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Opinion >  Column

Front Porch: Finding some Spokane fun

Cindy Hval smiles for the camera with husband Derek at Crave.  (Courtesy photo)
Cindy Hval smiles for the camera with husband Derek at Crave. (Courtesy photo)

I’m an unabashed hometown girl.

I love Spokane (except for the potholes), and in 40-plus years of living here, I’m still finding new things to do.

In July, Derek and I attended two quintessential outdoor Spokane events.

First, we finally made it to a Sunday summer concert at Arbor Crest. Though we’ve visited the winery many times, we’d never made it to an outdoor concert. When we saw one of our favorite local bands was scheduled for July 10, we quickly bought tickets.

The Sara Brown Band plays R&B tunes with a soulful edge that usually gets us out on the dance floor at least for a few songs.

At Arbor Crest, you can bring a picnic or buy a meal there. We opted to picnic and while I packed a cooler with salamis, cheeses, olives and chocolate, Derek fetched our folding camp chairs.

We arrived early to find a good spot. That’s when we discovered Derek had accidentally grabbed our bleacher seats instead of chairs.

No worries. The winery provides plenty of plastic lawn chairs.

With our spot staked, we sampled a wine flight and purchased a couple of bottles of Fume Blanc – one to enjoy with our picnic and one to take home.

The evening proved spectacular. Just enough sun to make us welcome sunset’s arrival, fabulous music and fun chatting with fellow concert goers.

The following weekend, we attended the final night of Crave! Northwest a three-night foodie extravaganza showcasing the best of the area’s food and drink. The event offers an opportunity for chefs, breweries, and winemakers to connect with each another while serving fantastic food to the public. It’s also a great way for attendees to discover local chefs and restaurants.

Saturday’s “Fire and Smoke” night at Spokane Valley’s CenterPlace quickly sold out, and no wonder. Billed as a “culinary adventure of smoked and fired foods,” my home-grilling king only stopped smiling long enough to chew and swallow.

We sampled smoked ribs with apple chutney from Tracy Rose of the Coeur d’Alene Casino, smoked steelhead, from Peter Froese of Gander and Ryegrass, and beef and pork wood-fired meatballs with charred Pomodoro sauce, from Aaron Fiorini of Market Street Pizza.

Then we tasted pork shoulder, smoked tri-tip, grilled jalapeno poppers, and more!

Of course, there was plenty of swill to wash it all down with. We saw our friends from No-Li Brewhouse and Barrister Winery and grabbed ice-cold bottles of water upon entry.

We needed the hydration, as it was a sizzling evening, but the venue offered some shady spots and a cool misting fan or two.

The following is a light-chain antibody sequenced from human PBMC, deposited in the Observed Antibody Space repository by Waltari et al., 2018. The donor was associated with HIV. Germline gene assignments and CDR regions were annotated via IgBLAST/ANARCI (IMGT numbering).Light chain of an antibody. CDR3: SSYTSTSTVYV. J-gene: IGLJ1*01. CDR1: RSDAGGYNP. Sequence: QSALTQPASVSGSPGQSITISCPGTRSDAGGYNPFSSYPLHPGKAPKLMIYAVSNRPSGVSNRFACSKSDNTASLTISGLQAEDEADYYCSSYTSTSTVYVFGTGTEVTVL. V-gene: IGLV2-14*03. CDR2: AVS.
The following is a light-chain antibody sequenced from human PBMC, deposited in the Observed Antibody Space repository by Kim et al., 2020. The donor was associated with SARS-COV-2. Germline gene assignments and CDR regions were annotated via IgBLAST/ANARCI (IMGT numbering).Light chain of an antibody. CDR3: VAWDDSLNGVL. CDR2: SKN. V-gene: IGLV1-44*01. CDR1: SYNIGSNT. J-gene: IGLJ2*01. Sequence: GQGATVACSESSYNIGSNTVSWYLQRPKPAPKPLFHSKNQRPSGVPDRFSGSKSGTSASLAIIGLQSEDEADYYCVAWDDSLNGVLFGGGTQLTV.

Two back-to-back, action-packed weekends made us perfectly content to enjoy our own backyard the following week, but we’re so glad we got to partake of some of the best fun our area has to offer.

While I enjoy all four seasons in the Inland Northwest; Spokane truly shines in the summer.

Mealtime prayers

In my last column about saying grace before meals I invited readers to share their mealtime prayers.

• Larry Goehner, 94, grew up in the ’30s on a farm in North Dakota, the offspring of German grandparents who homesteaded the farm in 1900. His dad prayed over every meal in German.

“That was followed by a four-word prayer that we kids had to say, ‘Thank you loving Father. Amen’ in German, of course,” wrote Goehner. “Now, when it’s my turn to say the table prayer I use this simple one: ‘Thank you God for food, family and friends. And bless this meal for all to enjoy. In Jesus name, Amen.’ ”

• Kevin Eaton said the column brought back some fun memories of his father.

“Dad. When eating leftovers for the third time remarked, ‘I’ve prayed over this twice already. Don’t think a third time will help!’ ”

• And Phil Zammit had a thoughtful take on oft-repeated prayers.

“Saying grace and offering thanksgiving before dinner is a most noble acknowledgment of our awesome creator God. The thing I wrestle with is with 90% of dinners I’ve attended in over a three score and ten lifespan, they are simply ritual jingles not an honest thanksgiving/blessing request prayer,” he wrote. “My point is if you really intend to thank God for dinner, say what you mean and mean what you say. Put your heart and mind into it! I never repeat the same thanksgiving and blessing except for ‘in Jesus name’ at the end.”

Do you have a favorite Spokane summer outing or event? We’d like to hear about it and why you enjoy it. Email Cindy Hval at Please include your contact information. Your feedback may be included in a future column.

Cindy Hval can be reached at Hval is the author of “War Bonds: Love Stories from the Greatest Generation” (Casemate Publishers, 2015) available on Amazon and bookstores nationwide.

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